For 65 years, stories taking place around the Diocese of Trenton have been shared through the diocesan newspaper, and now magazine, The Monitor. On this World Communications Day, Catholic media and Pope Francis remind all not to forget the importance of the written word.
For 65 years, stories taking place around the Diocese of Trenton have been shared through the diocesan newspaper, and now magazine, The Monitor. On this World Communications Day, Catholic media and Pope Francis remind all not to forget the importance of the written word.
WASHINGTON – The president of the World Catholic Association for Communication urged the world's bishops as the "chief storyteller" in their diocese to use all media at their disposal to "make known" stories "of faith and hope" and of local Catholic heroes who exemplify Christ's love to give people courage in "difficult times," like this current pandemic.

Catholic media outlets also can provide "basic tools" to the faithful "to spot" false stories, said Helen Osman, who heads the association, also known as SIGNIS, based in Brussels.

She made the comments in a statement issued ahead of World Communications Day, which is May 24. A former diocesan editor and former communications secretary for the U.S. Conference of Catholic Bishops, Osman is currently a communications consultant for the Texas Conference of Catholic Bishops in Austin.

Pope Francis' message for this year's World Communications Day is: "That you may tell your children and grandchildren" (Ex 10:2): Life becomes history."

The Pope "reminds us of the importance of the stories we tell, especially in the midst of the din of media that leave us feeling dislocated," Osman said. "The narratives that we live by must reflect the vision of the interconnectedness of all human life."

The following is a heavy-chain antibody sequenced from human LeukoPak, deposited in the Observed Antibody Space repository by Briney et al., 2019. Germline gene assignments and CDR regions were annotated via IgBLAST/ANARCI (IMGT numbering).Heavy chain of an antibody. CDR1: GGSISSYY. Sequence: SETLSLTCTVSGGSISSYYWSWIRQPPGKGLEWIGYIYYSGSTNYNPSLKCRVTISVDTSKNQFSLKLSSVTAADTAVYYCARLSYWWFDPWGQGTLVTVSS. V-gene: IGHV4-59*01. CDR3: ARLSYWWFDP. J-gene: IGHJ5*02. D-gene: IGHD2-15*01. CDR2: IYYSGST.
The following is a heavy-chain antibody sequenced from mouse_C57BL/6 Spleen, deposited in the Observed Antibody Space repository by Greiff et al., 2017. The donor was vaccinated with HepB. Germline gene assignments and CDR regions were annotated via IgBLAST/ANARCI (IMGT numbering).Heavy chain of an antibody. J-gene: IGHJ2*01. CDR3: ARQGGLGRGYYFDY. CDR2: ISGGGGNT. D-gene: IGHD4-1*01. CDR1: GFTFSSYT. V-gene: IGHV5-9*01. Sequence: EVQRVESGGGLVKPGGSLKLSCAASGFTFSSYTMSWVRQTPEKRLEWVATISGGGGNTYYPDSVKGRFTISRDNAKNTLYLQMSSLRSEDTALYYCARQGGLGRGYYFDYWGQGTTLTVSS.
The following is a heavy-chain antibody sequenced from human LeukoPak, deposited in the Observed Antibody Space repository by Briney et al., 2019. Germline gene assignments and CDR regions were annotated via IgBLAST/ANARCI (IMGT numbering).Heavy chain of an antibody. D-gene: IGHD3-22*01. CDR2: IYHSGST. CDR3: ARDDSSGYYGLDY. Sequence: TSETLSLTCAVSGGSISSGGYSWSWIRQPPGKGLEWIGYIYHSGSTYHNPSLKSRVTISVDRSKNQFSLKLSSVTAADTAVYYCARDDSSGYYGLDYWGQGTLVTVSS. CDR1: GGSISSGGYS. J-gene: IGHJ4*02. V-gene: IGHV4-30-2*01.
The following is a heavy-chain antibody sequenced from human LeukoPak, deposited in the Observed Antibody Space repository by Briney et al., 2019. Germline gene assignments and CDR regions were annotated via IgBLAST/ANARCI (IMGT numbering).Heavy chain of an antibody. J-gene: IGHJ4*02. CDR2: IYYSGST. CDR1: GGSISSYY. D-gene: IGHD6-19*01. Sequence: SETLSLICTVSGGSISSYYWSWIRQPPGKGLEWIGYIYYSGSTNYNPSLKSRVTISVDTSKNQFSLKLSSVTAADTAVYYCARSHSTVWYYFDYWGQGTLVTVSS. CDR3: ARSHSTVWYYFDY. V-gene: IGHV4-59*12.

SIGNIS is "urging our members to see as a moment of grace this unique passage: Faced with a pandemic, we are called to create a narrative that can change lives and history itself," Osman continued. "With their fellow Catholics and all people of goodwill, they can weave a story worth telling those who come after us, one that will stir their hearts and give them courage when they inevitably face their most difficult times.

"Our Catholic tradition is an ongoing story that must be renewed with each generation," she added.

Osman offered several questions for bishops to reflect on, in hopes they "will be of use to you pastorally" and in telling the story of the Catholic Church. These questions, she said, flow from the Pope's message for World Communications Day and SIGNIS members are reflecting on them as well, she added.

First, she said, Pope Francis "notes that 'not all stories are good stories.' In our time, there are those who seek to exploit others or to confuse so that the very notion of truth is in doubt. Their technological savvy produces damaging false narratives that do great harm."

“What are the basic tools we offer our people to be able to spot these false stories, which spread like a virus themselves?" Osman asked. "And better, how do we tell stories of faith and hope so they become the enduring narrative, the antibody to a plague of deception and lies?"

She said the poor and the marginalized often suffer the most, as they are often exploited.

“If we believe, as the Holy Father says, that the great storyteller became flesh in our human history, then every person has the potential to be a vital character in the story of salvation," Osman stated.

For example, she cited the heroic actions of doctors, nurses and first responders during the COVID-19 pandemic, in addition to the actions “of those we often have failed to even notice: sanitation and cleaning workers, grocery clerks and farmworkers. All of them risk their lives to keep us healthy and fed.”

On this point she offered these questions for reflection: "What are the stories in your diocese of these heroes that you can hold up as examples of Christ's love incarnated in your communities? And how do you spread these stories? What media is at our disposal to make them known?"

She continued, "The Pope reminds us that the Holy Spirit writes the story of God's love on the human heart."

"Many of the stories that relate to the experience of people today are told in secular media, printed and otherwise. In some cultures, the role of traditional storytellers serves the same role," Osman said. "In all cases, their power derives from their affirmation of deeper truths of the human condition, especially the enduring strength of love."